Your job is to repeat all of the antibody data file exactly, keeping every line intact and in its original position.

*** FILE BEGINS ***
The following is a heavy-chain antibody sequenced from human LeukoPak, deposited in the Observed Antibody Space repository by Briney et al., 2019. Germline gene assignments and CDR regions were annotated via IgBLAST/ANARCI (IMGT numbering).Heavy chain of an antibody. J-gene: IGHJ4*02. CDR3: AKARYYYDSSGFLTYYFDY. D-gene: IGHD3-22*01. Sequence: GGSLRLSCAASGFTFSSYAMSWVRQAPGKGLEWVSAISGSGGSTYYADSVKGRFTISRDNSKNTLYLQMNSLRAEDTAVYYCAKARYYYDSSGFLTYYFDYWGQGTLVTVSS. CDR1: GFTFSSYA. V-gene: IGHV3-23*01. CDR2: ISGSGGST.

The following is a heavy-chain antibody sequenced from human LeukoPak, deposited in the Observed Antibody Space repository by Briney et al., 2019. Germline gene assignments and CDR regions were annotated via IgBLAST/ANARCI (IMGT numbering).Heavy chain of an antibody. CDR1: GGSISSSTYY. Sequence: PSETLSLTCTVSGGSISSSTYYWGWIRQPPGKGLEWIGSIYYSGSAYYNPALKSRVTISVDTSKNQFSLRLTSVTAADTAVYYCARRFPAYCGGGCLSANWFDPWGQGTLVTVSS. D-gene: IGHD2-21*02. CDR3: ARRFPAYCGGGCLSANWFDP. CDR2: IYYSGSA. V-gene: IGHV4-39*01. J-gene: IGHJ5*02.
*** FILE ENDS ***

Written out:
The following is a heavy-chain antibody sequenced from human LeukoPak, deposited in the Observed Antibody Space repository by Briney et al., 2019. Germline gene assignments and CDR regions were annotated via IgBLAST/ANARCI (IMGT numbering).Heavy chain of an antibody. J-gene: IGHJ4*02. CDR3: AKARYYYDSSGFLTYYFDY. D-gene: IGHD3-22*01. Sequence: GGSLRLSCAASGFTFSSYAMSWVRQAPGKGLEWVSAISGSGGSTYYADSVKGRFTISRDNSKNTLYLQMNSLRAEDTAVYYCAKARYYYDSSGFLTYYFDYWGQGTLVTVSS. CDR1: GFTFSSYA. V-gene: IGHV3-23*01. CDR2: ISGSGGST.

The following is a heavy-chain antibody sequenced from human LeukoPak, deposited in the Observed Antibody Space repository by Briney et al., 2019. Germline gene assignments and CDR regions were annotated via IgBLAST/ANARCI (IMGT numbering).Heavy chain of an antibody. CDR1: GGSISSSTYY. Sequence: PSETLSLTCTVSGGSISSSTYYWGWIRQPPGKGLEWIGSIYYSGSAYYNPALKSRVTISVDTSKNQFSLRLTSVTAADTAVYYCARRFPAYCGGGCLSANWFDPWGQGTLVTVSS. D-gene: IGHD2-21*02. CDR3: ARRFPAYCGGGCLSANWFDP. CDR2: IYYSGSA. V-gene: IGHV4-39*01. J-gene: IGHJ5*02.